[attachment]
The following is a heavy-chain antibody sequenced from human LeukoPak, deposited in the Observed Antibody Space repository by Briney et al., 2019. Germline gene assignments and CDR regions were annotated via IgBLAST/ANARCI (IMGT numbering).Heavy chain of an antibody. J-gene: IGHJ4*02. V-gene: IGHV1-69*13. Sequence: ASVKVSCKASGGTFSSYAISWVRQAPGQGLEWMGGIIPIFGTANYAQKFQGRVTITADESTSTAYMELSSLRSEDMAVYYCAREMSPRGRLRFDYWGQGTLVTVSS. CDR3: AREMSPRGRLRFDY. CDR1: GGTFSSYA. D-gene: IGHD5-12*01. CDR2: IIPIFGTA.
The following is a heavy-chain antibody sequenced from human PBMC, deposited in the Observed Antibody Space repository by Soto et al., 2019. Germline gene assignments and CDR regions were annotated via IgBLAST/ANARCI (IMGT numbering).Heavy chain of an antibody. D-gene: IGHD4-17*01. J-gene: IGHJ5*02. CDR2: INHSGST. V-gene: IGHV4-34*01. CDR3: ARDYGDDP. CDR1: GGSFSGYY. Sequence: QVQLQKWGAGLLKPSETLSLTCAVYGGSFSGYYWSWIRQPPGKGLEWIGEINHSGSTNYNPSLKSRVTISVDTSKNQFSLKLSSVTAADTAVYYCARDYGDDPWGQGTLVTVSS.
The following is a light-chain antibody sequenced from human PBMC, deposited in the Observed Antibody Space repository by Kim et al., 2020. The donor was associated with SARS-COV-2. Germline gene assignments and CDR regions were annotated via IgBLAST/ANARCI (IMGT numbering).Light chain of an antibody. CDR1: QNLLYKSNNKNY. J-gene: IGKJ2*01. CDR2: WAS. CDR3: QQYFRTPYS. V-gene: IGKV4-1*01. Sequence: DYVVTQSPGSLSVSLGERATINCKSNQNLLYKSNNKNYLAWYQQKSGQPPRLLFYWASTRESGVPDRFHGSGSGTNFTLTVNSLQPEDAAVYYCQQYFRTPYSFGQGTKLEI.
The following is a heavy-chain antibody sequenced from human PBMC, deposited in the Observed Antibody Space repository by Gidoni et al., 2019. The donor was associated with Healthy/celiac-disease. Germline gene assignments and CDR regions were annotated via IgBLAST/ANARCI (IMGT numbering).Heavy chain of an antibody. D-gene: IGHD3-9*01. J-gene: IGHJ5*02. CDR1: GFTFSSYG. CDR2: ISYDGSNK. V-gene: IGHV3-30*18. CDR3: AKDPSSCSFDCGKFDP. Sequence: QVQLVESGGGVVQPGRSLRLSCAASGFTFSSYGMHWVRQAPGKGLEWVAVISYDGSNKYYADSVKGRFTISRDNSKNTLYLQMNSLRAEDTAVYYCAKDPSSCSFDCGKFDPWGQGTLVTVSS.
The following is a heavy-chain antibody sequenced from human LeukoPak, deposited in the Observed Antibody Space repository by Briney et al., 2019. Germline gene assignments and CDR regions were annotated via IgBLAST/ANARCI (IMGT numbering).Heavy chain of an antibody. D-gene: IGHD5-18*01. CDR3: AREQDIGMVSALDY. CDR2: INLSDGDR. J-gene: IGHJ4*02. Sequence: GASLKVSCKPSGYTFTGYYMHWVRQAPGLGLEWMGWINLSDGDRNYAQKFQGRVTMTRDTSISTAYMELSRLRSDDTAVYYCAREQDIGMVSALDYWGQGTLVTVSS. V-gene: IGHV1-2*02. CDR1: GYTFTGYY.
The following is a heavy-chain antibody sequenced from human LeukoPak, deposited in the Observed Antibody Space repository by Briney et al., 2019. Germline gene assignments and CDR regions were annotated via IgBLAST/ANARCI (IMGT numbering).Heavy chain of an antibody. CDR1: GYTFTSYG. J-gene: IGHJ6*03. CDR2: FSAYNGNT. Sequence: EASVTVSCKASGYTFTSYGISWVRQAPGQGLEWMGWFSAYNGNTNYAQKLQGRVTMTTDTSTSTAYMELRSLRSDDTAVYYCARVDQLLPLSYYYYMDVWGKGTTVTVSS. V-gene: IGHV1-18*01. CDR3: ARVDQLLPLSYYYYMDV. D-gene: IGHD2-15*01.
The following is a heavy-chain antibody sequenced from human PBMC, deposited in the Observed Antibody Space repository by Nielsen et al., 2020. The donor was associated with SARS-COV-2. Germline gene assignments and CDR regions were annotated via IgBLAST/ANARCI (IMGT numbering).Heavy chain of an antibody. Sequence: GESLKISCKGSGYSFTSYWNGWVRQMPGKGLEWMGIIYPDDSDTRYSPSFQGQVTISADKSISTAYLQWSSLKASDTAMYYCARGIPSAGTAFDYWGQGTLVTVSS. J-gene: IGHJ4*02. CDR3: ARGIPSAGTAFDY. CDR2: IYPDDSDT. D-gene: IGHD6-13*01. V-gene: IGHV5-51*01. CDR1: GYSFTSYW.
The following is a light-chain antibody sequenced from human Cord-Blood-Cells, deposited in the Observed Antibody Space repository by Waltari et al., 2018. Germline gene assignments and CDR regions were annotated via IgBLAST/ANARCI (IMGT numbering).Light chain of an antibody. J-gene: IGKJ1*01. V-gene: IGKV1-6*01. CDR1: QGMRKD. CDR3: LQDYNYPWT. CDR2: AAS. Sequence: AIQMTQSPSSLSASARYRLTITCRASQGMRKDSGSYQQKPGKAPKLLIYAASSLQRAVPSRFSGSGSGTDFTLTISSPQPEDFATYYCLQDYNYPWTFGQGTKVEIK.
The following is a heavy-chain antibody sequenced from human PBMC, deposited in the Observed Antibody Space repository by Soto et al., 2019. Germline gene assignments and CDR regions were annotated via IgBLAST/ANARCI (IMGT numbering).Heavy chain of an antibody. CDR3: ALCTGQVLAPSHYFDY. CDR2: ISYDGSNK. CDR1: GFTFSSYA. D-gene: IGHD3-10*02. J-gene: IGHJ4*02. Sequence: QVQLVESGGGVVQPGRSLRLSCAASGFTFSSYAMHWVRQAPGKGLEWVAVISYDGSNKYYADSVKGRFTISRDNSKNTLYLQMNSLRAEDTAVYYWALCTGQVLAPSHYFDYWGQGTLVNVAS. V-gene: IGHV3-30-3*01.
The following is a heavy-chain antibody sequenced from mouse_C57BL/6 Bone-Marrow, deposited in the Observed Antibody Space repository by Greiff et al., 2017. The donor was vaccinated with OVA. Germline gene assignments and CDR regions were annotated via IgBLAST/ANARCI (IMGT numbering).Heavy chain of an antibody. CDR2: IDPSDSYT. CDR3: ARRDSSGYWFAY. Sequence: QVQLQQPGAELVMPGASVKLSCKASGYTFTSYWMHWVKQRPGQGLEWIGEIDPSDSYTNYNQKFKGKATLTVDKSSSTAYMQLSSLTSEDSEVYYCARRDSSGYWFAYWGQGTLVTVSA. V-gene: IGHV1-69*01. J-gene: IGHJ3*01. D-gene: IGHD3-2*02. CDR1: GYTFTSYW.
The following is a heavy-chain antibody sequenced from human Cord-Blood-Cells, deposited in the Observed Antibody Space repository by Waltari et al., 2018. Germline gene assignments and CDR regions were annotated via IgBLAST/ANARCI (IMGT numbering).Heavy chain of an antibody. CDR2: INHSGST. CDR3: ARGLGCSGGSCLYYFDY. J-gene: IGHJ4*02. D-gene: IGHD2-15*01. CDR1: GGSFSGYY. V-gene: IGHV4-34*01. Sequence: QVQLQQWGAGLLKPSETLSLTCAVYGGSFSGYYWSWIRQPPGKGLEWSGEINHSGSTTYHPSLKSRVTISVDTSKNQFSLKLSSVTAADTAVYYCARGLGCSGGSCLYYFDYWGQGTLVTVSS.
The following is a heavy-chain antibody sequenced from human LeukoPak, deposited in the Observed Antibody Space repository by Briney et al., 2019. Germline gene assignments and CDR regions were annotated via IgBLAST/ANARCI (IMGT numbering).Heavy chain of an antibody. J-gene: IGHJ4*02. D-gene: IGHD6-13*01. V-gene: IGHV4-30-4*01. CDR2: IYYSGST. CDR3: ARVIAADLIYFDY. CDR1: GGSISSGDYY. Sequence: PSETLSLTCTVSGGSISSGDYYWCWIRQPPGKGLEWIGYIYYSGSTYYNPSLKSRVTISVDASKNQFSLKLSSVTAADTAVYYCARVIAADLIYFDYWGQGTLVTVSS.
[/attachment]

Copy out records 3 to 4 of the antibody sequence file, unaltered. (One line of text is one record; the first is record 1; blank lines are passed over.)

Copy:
The following is a light-chain antibody sequenced from human PBMC, deposited in the Observed Antibody Space repository by Kim et al., 2020. The donor was associated with SARS-COV-2. Germline gene assignments and CDR regions were annotated via IgBLAST/ANARCI (IMGT numbering).Light chain of an antibody. CDR1: QNLLYKSNNKNY. J-gene: IGKJ2*01. CDR2: WAS. CDR3: QQYFRTPYS. V-gene: IGKV4-1*01. Sequence: DYVVTQSPGSLSVSLGERATINCKSNQNLLYKSNNKNYLAWYQQKSGQPPRLLFYWASTRESGVPDRFHGSGSGTNFTLTVNSLQPEDAAVYYCQQYFRTPYSFGQGTKLEI.
The following is a heavy-chain antibody sequenced from human PBMC, deposited in the Observed Antibody Space repository by Gidoni et al., 2019. The donor was associated with Healthy/celiac-disease. Germline gene assignments and CDR regions were annotated via IgBLAST/ANARCI (IMGT numbering).Heavy chain of an antibody. D-gene: IGHD3-9*01. J-gene: IGHJ5*02. CDR1: GFTFSSYG. CDR2: ISYDGSNK. V-gene: IGHV3-30*18. CDR3: AKDPSSCSFDCGKFDP. Sequence: QVQLVESGGGVVQPGRSLRLSCAASGFTFSSYGMHWVRQAPGKGLEWVAVISYDGSNKYYADSVKGRFTISRDNSKNTLYLQMNSLRAEDTAVYYCAKDPSSCSFDCGKFDPWGQGTLVTVSS.